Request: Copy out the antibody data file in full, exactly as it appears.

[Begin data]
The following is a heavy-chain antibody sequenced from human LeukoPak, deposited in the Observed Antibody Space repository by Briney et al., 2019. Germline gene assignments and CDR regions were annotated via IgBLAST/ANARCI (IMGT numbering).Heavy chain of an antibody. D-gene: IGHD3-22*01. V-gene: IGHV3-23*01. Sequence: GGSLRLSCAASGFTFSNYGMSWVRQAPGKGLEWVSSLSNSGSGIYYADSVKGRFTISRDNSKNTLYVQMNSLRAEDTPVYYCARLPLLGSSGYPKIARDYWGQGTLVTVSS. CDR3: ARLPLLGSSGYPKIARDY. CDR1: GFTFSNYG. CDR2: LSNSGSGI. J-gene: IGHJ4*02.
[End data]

The following is a heavy-chain antibody sequenced from human LeukoPak, deposited in the Observed Antibody Space repository by Briney et al., 2019. Germline gene assignments and CDR regions were annotated via IgBLAST/ANARCI (IMGT numbering).Heavy chain of an antibody. D-gene: IGHD3-22*01. V-gene: IGHV3-23*01. Sequence: GGSLRLSCAASGFTFSNYGMSWVRQAPGKGLEWVSSLSNSGSGIYYADSVKGRFTISRDNSKNTLYVQMNSLRAEDTPVYYCARLPLLGSSGYPKIARDYWGQGTLVTVSS. CDR3: ARLPLLGSSGYPKIARDY. CDR1: GFTFSNYG. CDR2: LSNSGSGI. J-gene: IGHJ4*02.